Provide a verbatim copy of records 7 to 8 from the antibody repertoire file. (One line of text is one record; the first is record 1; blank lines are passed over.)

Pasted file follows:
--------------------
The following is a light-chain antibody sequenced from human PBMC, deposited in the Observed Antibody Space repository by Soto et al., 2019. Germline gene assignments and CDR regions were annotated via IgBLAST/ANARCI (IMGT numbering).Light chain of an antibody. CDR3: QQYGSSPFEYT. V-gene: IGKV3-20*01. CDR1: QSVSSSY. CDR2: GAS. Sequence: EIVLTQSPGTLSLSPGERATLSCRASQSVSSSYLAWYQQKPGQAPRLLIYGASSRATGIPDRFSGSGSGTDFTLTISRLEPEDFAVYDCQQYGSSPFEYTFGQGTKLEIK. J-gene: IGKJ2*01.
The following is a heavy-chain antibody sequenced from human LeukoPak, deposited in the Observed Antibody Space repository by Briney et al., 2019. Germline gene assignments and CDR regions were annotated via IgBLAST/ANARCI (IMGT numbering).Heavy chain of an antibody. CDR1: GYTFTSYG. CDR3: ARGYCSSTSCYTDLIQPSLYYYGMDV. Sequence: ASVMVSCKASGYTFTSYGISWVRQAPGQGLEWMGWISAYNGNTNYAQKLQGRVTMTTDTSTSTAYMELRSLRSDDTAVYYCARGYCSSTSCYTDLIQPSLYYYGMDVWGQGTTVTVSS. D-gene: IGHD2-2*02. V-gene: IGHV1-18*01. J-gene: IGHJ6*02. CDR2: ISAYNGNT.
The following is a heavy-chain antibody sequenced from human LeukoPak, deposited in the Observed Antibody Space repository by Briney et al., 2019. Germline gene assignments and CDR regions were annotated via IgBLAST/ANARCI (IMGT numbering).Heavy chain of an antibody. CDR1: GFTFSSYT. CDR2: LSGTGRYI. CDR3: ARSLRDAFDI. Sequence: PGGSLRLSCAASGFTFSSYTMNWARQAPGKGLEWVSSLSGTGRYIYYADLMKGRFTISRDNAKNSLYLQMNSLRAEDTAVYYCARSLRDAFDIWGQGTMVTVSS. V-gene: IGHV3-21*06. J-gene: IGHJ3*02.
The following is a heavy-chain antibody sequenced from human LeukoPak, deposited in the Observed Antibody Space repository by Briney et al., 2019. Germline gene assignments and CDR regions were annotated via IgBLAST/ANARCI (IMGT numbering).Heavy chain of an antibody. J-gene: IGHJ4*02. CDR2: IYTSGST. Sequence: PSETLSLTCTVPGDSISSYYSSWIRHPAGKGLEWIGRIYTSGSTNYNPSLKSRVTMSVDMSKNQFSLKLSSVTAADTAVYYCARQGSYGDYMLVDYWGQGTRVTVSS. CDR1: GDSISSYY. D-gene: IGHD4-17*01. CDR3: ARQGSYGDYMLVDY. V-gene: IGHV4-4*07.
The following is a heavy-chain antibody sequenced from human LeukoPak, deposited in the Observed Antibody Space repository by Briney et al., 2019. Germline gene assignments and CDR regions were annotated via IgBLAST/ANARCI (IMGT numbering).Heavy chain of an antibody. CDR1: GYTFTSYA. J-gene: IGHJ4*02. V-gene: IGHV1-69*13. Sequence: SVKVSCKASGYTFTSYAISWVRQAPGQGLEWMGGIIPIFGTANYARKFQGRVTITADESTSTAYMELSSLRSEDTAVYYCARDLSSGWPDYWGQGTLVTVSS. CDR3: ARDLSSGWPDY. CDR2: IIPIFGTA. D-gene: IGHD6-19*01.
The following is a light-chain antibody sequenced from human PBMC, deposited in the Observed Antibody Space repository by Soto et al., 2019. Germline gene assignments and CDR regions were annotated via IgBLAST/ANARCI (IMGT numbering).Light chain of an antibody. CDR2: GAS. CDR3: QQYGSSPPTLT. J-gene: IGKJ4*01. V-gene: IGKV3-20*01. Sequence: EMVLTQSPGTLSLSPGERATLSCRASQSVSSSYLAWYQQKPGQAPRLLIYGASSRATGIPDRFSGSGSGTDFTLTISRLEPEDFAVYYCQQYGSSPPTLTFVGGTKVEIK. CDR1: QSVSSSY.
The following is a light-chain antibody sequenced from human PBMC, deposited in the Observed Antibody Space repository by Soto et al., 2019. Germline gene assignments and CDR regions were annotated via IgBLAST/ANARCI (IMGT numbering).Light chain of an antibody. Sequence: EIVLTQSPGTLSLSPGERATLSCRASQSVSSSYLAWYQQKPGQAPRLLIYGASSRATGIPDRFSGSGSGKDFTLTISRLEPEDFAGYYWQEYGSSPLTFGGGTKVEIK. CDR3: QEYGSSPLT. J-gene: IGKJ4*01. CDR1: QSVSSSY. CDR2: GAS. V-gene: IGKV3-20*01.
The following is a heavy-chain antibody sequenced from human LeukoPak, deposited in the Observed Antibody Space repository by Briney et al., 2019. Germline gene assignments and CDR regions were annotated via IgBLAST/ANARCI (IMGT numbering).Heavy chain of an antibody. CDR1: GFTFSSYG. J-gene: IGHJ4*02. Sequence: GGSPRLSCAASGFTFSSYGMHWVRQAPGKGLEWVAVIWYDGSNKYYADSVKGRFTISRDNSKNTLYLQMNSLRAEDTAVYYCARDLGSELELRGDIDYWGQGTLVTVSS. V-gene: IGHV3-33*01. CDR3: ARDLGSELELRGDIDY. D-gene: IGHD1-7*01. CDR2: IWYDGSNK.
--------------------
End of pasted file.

The following is a light-chain antibody sequenced from human PBMC, deposited in the Observed Antibody Space repository by Soto et al., 2019. Germline gene assignments and CDR regions were annotated via IgBLAST/ANARCI (IMGT numbering).Light chain of an antibody. Sequence: EIVLTQSPGTLSLSPGERATLSCRASQSVSSSYLAWYQQKPGQAPRLLIYGASSRATGIPDRFSGSGSGKDFTLTISRLEPEDFAGYYWQEYGSSPLTFGGGTKVEIK. CDR3: QEYGSSPLT. J-gene: IGKJ4*01. CDR1: QSVSSSY. CDR2: GAS. V-gene: IGKV3-20*01.
The following is a heavy-chain antibody sequenced from human LeukoPak, deposited in the Observed Antibody Space repository by Briney et al., 2019. Germline gene assignments and CDR regions were annotated via IgBLAST/ANARCI (IMGT numbering).Heavy chain of an antibody. CDR1: GFTFSSYG. J-gene: IGHJ4*02. Sequence: GGSPRLSCAASGFTFSSYGMHWVRQAPGKGLEWVAVIWYDGSNKYYADSVKGRFTISRDNSKNTLYLQMNSLRAEDTAVYYCARDLGSELELRGDIDYWGQGTLVTVSS. V-gene: IGHV3-33*01. CDR3: ARDLGSELELRGDIDY. D-gene: IGHD1-7*01. CDR2: IWYDGSNK.